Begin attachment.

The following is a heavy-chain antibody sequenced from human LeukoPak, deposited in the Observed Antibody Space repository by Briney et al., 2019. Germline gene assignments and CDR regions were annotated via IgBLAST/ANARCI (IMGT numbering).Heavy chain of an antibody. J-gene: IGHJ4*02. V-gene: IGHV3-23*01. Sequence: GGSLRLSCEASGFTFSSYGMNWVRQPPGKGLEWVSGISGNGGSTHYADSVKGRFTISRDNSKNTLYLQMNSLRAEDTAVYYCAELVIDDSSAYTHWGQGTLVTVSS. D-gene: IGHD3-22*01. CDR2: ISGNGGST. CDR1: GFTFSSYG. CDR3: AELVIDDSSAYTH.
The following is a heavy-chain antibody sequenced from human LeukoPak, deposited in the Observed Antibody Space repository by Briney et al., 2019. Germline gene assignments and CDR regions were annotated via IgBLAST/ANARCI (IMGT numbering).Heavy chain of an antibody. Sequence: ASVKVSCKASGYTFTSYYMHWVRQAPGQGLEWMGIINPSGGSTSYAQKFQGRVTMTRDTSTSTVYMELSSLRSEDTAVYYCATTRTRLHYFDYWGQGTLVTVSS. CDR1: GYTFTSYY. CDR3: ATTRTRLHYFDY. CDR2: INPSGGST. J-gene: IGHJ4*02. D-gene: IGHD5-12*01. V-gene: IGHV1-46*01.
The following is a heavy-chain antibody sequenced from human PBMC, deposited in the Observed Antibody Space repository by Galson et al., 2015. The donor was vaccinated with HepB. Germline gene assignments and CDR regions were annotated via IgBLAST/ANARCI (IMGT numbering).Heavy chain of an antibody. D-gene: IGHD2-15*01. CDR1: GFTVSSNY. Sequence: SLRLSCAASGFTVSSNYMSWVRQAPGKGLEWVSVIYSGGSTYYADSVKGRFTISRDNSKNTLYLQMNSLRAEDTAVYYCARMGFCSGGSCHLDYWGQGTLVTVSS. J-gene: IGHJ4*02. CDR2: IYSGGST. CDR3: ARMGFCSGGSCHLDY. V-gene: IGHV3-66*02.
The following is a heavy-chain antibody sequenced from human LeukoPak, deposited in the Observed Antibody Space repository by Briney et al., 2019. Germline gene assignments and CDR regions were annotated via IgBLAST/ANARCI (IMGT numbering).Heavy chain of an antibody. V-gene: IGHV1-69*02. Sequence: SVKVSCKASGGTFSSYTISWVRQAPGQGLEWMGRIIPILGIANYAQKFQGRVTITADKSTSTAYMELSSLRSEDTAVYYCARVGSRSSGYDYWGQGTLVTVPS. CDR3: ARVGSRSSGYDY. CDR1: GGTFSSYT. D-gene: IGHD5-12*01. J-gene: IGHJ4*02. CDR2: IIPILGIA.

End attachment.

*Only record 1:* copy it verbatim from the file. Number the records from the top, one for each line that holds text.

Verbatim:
The following is a heavy-chain antibody sequenced from human LeukoPak, deposited in the Observed Antibody Space repository by Briney et al., 2019. Germline gene assignments and CDR regions were annotated via IgBLAST/ANARCI (IMGT numbering).Heavy chain of an antibody. J-gene: IGHJ4*02. V-gene: IGHV3-23*01. Sequence: GGSLRLSCEASGFTFSSYGMNWVRQPPGKGLEWVSGISGNGGSTHYADSVKGRFTISRDNSKNTLYLQMNSLRAEDTAVYYCAELVIDDSSAYTHWGQGTLVTVSS. D-gene: IGHD3-22*01. CDR2: ISGNGGST. CDR1: GFTFSSYG. CDR3: AELVIDDSSAYTH.